Buried on the Isle of Man around 950 A.D., the artifacts include a gold arm ring and a silver brooch
Last December, retired police officer and metal detecting enthusiast Kath Giles made a stunning discovery while exploring a tract of private land on the Isle of Man: a trove of 1,000-year-old Viking jewelry.
As Tobi Thomas reports for the Guardian, the cache includes a gold arm ring, a large silver brooch, a silver armband and a number of other artifacts dated to around 950 A.D.
“I knew I had found something very special when I moved the soil away from one of the terminals of the brooch, [and] then I found parts of the pin, the hoop and underneath, the gorgeous gold arm-ring,” says Giles in a statement.
After Giles unearthed the objects, she promptly contacted Manx National Heritage, an organization responsible for protecting and conserving historical artifacts on the island, which is a British dependency located off the northwest coast of England.
All archaeological discoveries made on the Isle of Man must be reported to Manx within two weeks, notes BBC News. If experts deem the artifacts treasure, Giles may receive a finder’s fee. (Current guidelines define treasure very narrowly, but as Caroline Davies writes in a separate Guardian article, the United Kingdom government is working to expand these parameters in order to better protect the country’s national heritage items.)
Some of the finds—including the gold-plaited arm ring, which is engraved with groups of three tiny dots—are particularly unique.
“Gold items were not very common during the Viking Age,” says Allison Fox, an archaeologist at Manx, in the statement. “Silver was by far the more common metal for trading and displaying wealth. It has been estimated that gold was worth ten times the value of silver and that this arm ring could have been the equivalent of 900 silver coins.”
Another highlight of the trove is a silver “thistle brooch of ball type,” according to the statement. It features a large hoop that measures about 8 inches in diameter and a 20-inch-long pin. The accessory’s owner would have used it to fasten thick garments while showcasing their wealth, as Ashley Cowie points out for Ancient Origins.
According to Historic U.K., Vikings initially came to the Isle of Man between 800 and 815 A.D. The island later became an important trading post, connecting Dublin, northwest England and the Scottish Western Isles.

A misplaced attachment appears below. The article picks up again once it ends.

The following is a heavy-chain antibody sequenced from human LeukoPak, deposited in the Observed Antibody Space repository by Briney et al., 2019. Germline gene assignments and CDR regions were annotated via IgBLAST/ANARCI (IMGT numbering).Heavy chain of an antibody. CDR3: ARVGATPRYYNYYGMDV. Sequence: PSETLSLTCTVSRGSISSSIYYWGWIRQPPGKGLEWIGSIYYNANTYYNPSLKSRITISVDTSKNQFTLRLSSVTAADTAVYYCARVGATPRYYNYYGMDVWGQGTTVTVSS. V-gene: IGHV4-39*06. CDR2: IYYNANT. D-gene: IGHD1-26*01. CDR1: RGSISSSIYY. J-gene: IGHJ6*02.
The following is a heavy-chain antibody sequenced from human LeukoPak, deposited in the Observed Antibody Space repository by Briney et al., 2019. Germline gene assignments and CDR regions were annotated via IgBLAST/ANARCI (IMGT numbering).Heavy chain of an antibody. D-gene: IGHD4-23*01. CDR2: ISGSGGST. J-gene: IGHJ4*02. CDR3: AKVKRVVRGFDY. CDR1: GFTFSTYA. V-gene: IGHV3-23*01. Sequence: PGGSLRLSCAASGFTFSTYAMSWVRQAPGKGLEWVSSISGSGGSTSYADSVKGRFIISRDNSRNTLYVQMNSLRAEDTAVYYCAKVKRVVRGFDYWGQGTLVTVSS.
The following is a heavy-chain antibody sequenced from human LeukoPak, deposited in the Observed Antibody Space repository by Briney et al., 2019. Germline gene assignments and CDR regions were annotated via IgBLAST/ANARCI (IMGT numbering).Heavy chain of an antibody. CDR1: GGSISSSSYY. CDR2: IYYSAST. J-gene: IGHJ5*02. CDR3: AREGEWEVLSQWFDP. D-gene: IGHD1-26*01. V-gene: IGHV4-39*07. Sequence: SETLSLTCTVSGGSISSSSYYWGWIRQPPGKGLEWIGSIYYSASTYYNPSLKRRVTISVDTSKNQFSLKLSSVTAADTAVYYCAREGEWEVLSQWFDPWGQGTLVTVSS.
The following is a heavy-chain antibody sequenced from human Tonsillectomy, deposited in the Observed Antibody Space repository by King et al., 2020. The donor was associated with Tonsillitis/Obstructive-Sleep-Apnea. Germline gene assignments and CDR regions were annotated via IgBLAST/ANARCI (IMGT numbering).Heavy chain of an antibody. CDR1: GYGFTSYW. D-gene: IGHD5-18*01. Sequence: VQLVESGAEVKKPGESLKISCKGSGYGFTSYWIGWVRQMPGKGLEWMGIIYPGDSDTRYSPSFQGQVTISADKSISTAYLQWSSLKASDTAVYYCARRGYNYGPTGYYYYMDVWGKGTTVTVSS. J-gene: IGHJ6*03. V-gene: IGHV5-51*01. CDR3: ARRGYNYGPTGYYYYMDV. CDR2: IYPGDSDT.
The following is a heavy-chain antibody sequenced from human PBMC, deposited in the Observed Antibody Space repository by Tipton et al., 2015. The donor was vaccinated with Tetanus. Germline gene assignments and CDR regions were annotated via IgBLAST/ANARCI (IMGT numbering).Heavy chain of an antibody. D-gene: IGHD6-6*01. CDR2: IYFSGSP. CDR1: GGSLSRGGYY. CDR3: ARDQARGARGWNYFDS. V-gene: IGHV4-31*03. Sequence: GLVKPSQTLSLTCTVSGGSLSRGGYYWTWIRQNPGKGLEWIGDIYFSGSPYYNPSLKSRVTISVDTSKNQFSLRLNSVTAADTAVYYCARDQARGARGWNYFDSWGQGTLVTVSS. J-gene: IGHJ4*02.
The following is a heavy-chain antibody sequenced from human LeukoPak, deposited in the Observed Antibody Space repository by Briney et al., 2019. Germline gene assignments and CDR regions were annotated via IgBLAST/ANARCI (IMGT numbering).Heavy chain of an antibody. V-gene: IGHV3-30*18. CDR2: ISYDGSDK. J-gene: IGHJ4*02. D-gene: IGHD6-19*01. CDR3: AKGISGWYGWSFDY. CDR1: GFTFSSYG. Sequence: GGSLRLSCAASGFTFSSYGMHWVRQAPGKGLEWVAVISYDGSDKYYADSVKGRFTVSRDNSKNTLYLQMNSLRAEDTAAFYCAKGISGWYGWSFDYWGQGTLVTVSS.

“Kath’s hoard can be dated on stylistic and comparative grounds to about 950 A.D., a time when the Isle of Man was right in the middle of an important trading and economic zone,” says Fox in the statement. “The Viking and Norse influence remained strong on the island for a further 300 years, long after much of the rest of the British Isles.”
Most of the recently uncovered items were “high-status personal ornaments,” notes the statement. A member of the nobility likely hid the stash ahead of an invasion.
“The fact that all were found together, associated with one single deposition event, suggests that whoever buried them was extremely wealthy and probably felt immediately and acutely threatened,” says Fox in the statement.
Last week, the artifacts went on temporary view at the Manx Museum, where they’ll remain prior to valuation and conservation work.
“At the moment,” Fox tells the Guardian, “we know its historic and cultural value to the history of the Isle of Man, but its financial value will be assessed in the future.”
Giles’ discovery arrives amid an uptick in interest in metal detecting. Last year, the U.K. government recorded 47,000 archaeological finds in England and Wales, according to a statement released by the British Museum. Officials reported that Covid-19 restrictions led to an increase in finds, with many pandemic-worn Brits seeking respite outdoors. Finds included gold coins inscribed with the initials of Henry VIII’s first three wives, rare Saxon pennies and a copper Roman furniture fitting.